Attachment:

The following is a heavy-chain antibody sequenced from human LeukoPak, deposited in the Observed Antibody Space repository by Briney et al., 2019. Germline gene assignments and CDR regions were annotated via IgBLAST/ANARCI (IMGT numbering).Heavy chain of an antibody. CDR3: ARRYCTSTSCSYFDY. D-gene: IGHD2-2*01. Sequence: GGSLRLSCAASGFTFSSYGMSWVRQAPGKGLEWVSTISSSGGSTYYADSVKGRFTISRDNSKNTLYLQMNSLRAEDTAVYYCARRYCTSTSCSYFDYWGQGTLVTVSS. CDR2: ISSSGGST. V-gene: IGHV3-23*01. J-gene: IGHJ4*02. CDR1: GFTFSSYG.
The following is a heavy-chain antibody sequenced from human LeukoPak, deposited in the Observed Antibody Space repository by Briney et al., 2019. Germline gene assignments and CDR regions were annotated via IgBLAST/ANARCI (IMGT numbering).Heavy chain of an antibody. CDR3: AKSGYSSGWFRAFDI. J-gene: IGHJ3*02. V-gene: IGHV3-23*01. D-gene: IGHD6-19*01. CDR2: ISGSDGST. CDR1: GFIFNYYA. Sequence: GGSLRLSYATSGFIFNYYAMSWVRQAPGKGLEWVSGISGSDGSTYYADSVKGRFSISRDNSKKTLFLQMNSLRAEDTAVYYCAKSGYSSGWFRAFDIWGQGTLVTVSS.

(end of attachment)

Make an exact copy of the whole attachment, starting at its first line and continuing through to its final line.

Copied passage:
The following is a heavy-chain antibody sequenced from human LeukoPak, deposited in the Observed Antibody Space repository by Briney et al., 2019. Germline gene assignments and CDR regions were annotated via IgBLAST/ANARCI (IMGT numbering).Heavy chain of an antibody. CDR3: ARRYCTSTSCSYFDY. D-gene: IGHD2-2*01. Sequence: GGSLRLSCAASGFTFSSYGMSWVRQAPGKGLEWVSTISSSGGSTYYADSVKGRFTISRDNSKNTLYLQMNSLRAEDTAVYYCARRYCTSTSCSYFDYWGQGTLVTVSS. CDR2: ISSSGGST. V-gene: IGHV3-23*01. J-gene: IGHJ4*02. CDR1: GFTFSSYG.
The following is a heavy-chain antibody sequenced from human LeukoPak, deposited in the Observed Antibody Space repository by Briney et al., 2019. Germline gene assignments and CDR regions were annotated via IgBLAST/ANARCI (IMGT numbering).Heavy chain of an antibody. CDR3: AKSGYSSGWFRAFDI. J-gene: IGHJ3*02. V-gene: IGHV3-23*01. D-gene: IGHD6-19*01. CDR2: ISGSDGST. CDR1: GFIFNYYA. Sequence: GGSLRLSYATSGFIFNYYAMSWVRQAPGKGLEWVSGISGSDGSTYYADSVKGRFSISRDNSKKTLFLQMNSLRAEDTAVYYCAKSGYSSGWFRAFDIWGQGTLVTVSS.